Earlier this week, I received my first full performance review. In consulting firms this is a bit more challenging to do as each consultant has probably worked with several teams and each in very different contexts and circumstances.
To deal with this variability, at my firm, each individual is assigned a “consensus reviewer” — someone who compiles feedback and review comments from every team that the individual in question has worked with.
This is then synthesized into a “consensus review” which compiles feedback (both positive and negative) as well as the perspective of the reviewee into a performance review which management then uses to decide on promotions and compensation.
Long story short, the review went well. My reviewer identified a number of my strengths (e.g. analytical skills, “idea ownership”) and weaknesses (e.g. slide presentation, tendency to “boil the ocean“), but noted that I was on a good upward trajectory.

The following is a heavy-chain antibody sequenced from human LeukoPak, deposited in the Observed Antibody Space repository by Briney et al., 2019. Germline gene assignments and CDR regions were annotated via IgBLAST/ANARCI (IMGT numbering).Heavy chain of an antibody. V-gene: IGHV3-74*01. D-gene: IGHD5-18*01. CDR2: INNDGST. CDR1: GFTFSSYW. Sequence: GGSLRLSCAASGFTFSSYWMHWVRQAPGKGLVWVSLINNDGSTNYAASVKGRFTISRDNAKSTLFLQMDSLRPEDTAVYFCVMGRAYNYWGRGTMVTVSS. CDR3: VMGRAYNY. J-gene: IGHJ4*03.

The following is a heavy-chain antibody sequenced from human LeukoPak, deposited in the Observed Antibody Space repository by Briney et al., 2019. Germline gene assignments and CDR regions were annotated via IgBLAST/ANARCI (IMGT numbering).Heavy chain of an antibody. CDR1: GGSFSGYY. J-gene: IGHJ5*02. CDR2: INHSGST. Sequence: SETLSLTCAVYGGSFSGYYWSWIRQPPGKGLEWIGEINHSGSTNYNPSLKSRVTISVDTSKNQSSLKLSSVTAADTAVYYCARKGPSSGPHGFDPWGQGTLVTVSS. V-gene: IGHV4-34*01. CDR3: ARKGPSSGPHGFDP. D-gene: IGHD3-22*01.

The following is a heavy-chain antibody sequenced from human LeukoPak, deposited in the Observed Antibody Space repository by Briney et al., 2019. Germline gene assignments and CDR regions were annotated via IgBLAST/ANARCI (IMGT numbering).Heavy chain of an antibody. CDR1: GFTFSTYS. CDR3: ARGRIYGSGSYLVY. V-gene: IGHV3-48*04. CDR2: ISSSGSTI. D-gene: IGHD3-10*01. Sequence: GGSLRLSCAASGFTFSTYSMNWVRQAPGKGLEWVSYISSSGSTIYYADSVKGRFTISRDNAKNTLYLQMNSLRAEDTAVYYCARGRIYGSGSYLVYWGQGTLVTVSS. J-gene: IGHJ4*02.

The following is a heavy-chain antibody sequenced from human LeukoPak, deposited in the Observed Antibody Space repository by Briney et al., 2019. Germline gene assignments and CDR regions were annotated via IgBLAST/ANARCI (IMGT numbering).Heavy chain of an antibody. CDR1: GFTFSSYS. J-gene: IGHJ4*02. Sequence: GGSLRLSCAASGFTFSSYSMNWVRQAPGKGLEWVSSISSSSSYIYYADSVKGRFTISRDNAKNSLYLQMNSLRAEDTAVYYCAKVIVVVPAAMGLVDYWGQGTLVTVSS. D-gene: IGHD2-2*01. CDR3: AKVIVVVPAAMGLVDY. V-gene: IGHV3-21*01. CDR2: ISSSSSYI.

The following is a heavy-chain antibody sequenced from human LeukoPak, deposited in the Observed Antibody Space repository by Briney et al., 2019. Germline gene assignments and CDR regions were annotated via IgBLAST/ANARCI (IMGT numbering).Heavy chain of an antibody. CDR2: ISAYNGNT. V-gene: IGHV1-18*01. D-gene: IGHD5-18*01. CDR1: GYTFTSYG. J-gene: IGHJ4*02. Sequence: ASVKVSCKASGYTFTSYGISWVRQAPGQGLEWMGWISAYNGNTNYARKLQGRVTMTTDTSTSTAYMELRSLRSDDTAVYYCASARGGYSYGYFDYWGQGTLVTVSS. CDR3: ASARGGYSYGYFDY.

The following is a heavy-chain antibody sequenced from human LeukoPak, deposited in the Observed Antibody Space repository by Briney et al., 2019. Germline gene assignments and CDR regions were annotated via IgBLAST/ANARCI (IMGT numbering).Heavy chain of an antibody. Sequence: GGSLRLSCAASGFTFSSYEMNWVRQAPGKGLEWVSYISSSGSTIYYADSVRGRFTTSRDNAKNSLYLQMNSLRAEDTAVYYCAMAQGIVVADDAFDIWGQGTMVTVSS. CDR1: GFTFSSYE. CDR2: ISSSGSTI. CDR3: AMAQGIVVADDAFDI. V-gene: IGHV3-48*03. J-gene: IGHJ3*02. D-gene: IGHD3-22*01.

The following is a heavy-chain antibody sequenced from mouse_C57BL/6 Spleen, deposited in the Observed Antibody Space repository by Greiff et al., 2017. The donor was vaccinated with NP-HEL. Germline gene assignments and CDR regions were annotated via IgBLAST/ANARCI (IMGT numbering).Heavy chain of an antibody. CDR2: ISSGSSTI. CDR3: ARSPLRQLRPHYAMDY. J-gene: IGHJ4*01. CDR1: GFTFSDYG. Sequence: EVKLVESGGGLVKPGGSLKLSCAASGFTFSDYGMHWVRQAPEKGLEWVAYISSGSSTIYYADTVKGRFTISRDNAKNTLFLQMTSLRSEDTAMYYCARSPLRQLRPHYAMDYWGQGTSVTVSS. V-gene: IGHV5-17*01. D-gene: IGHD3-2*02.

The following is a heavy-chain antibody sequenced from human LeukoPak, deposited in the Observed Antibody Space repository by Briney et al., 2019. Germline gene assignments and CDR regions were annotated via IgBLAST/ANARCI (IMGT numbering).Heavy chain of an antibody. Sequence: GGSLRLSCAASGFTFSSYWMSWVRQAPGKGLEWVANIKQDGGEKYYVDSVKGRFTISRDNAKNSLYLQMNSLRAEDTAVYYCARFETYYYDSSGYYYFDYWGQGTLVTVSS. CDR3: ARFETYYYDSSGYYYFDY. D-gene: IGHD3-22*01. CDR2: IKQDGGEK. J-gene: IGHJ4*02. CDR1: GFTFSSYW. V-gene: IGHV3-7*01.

While this was heartening to hear (I have at least a few more months of employment!), I must confess that I find the process of performance reviews to be unnecessarily tedious. Not only do they suck up time, they artificially create periods of extra stress for management as well as the rank and file who, every review cycle, feel the crushing weight of being scrutinized and compared.
What would be much more effective (and should be where the bulk of the work is done) is a “pay-as-you-go performance review“, one where management and staff understand that feedback is not something to be saved for an artificial deadline, but given freely and whenever necessary — both positive and negative. This way, management is not scratching their heads trying to come up with something to talk about from four months ago every review cycle. From a performance perspective, this also helps as it fosters a more open culture where feedback on a regular basis is not only desired but expected, and problems are corrected as they arise, rather than referred to vaguely several months later.